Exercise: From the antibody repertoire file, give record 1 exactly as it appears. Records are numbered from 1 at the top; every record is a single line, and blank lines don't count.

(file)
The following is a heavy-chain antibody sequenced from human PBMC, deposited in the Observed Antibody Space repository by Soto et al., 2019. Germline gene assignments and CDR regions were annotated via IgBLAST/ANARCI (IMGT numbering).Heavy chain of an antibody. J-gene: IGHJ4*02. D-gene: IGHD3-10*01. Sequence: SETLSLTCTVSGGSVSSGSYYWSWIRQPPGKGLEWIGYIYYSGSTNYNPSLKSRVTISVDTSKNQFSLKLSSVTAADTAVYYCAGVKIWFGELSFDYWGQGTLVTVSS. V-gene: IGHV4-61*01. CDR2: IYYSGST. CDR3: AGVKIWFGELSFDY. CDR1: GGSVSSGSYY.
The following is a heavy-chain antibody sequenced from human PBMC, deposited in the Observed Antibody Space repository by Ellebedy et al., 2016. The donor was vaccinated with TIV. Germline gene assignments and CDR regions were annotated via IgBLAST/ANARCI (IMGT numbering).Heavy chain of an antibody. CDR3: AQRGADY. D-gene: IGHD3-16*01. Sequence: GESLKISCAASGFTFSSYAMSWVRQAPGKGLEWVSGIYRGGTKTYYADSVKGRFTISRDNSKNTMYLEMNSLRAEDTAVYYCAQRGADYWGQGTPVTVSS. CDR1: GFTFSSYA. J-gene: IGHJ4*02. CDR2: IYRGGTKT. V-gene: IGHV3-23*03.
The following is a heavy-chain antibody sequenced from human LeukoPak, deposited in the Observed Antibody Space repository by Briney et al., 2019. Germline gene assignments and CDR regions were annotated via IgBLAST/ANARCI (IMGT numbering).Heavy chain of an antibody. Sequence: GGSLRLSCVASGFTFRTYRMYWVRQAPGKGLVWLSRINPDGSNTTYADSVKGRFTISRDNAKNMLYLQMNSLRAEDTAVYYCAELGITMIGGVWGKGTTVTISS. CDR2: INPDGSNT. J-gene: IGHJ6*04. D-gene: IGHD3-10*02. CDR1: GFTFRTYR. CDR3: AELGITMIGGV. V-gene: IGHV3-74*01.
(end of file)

The following is a heavy-chain antibody sequenced from human PBMC, deposited in the Observed Antibody Space repository by Soto et al., 2019. Germline gene assignments and CDR regions were annotated via IgBLAST/ANARCI (IMGT numbering).Heavy chain of an antibody. J-gene: IGHJ4*02. D-gene: IGHD3-10*01. Sequence: SETLSLTCTVSGGSVSSGSYYWSWIRQPPGKGLEWIGYIYYSGSTNYNPSLKSRVTISVDTSKNQFSLKLSSVTAADTAVYYCAGVKIWFGELSFDYWGQGTLVTVSS. V-gene: IGHV4-61*01. CDR2: IYYSGST. CDR3: AGVKIWFGELSFDY. CDR1: GGSVSSGSYY.